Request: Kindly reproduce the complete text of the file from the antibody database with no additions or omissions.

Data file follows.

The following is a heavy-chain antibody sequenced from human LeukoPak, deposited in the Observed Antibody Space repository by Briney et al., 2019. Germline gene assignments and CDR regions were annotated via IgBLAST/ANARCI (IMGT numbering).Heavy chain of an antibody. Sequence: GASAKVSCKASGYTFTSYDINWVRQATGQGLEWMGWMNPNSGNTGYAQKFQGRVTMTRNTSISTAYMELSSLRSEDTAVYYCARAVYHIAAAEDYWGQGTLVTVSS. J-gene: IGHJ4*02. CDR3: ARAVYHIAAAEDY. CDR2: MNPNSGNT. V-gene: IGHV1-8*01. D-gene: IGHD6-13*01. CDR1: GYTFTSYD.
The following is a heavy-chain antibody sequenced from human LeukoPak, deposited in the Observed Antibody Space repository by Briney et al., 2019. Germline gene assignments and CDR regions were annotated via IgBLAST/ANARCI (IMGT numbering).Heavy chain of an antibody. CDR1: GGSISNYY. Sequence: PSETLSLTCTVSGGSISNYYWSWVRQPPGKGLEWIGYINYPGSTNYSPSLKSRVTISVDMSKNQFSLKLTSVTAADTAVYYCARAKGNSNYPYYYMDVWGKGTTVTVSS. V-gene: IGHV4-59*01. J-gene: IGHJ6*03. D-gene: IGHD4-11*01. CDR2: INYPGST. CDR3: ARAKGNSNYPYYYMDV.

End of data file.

The following is a heavy-chain antibody sequenced from human LeukoPak, deposited in the Observed Antibody Space repository by Briney et al., 2019. Germline gene assignments and CDR regions were annotated via IgBLAST/ANARCI (IMGT numbering).Heavy chain of an antibody. Sequence: GASAKVSCKASGYTFTSYDINWVRQATGQGLEWMGWMNPNSGNTGYAQKFQGRVTMTRNTSISTAYMELSSLRSEDTAVYYCARAVYHIAAAEDYWGQGTLVTVSS. J-gene: IGHJ4*02. CDR3: ARAVYHIAAAEDY. CDR2: MNPNSGNT. V-gene: IGHV1-8*01. D-gene: IGHD6-13*01. CDR1: GYTFTSYD.
The following is a heavy-chain antibody sequenced from human LeukoPak, deposited in the Observed Antibody Space repository by Briney et al., 2019. Germline gene assignments and CDR regions were annotated via IgBLAST/ANARCI (IMGT numbering).Heavy chain of an antibody. CDR1: GGSISNYY. Sequence: PSETLSLTCTVSGGSISNYYWSWVRQPPGKGLEWIGYINYPGSTNYSPSLKSRVTISVDMSKNQFSLKLTSVTAADTAVYYCARAKGNSNYPYYYMDVWGKGTTVTVSS. V-gene: IGHV4-59*01. J-gene: IGHJ6*03. D-gene: IGHD4-11*01. CDR2: INYPGST. CDR3: ARAKGNSNYPYYYMDV.